On Thursday (6/10/2010), WA State passed its own version of an anti-bullying law (at the same time the hands-free cell phone law went into effect...hmm...what can we make of that?) There are now 44 states in the US that have some form of anti-bullying law on the books.
I personally live in Washington State. I think it's important that we have a law clearly defining the consequences of bullying, even if the term "bullying" isn't always clearly defined. I'm not naive, however, in thinking that this is going to make any sort of appreciable dent in the problem.
According to a story posted on local NBC affiliate King5:
The Office of the Superintendent of Public Instruction says the numbers show a small, steady increase in each of the past three school years. Numbers for this school year were not yet available.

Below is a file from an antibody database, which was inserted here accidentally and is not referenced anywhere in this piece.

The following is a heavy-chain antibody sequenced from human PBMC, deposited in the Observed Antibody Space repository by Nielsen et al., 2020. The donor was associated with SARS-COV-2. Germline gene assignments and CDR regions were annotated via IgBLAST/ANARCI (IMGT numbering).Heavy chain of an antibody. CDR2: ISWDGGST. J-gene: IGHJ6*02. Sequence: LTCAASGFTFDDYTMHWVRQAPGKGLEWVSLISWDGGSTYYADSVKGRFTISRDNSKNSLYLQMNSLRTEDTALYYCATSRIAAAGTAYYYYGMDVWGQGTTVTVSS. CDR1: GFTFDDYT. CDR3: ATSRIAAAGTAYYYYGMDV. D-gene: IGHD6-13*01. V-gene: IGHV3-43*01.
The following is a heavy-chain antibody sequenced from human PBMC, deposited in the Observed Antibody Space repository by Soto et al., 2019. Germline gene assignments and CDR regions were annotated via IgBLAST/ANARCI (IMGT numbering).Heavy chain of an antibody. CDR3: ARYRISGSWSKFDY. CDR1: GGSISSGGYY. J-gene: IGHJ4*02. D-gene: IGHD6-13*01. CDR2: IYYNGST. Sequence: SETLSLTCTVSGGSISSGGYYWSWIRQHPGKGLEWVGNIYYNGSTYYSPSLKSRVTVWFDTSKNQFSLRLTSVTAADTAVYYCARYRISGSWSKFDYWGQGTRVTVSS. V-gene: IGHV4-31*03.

The State OSPI is requiring schools to have their policies in place by August.
But here's something interesting. According to the survey we are doing on bullying, 80% of school principals report already having an anti-bullying policy in place (preliminary data -- the survey is still live and you can still participate). Of those, more than 70% say they've had this policy in place for than 2-3 years. 79% report having experienced bullying in their schools in the past year, in spite of having programs/policies in place. But here's the worst part: fewer than 30% of those principals rate the effectiveness of their programs as an 8 or higher, on a scale from 1-10.
I'm concerned that we continue to deal with the problem of bullying in a continuing "outside-in" approach. Let's try to manage and mitigate it rather than work on preventing it. Do we really think another law -- which is really a souped-up "policy" is going to make much difference?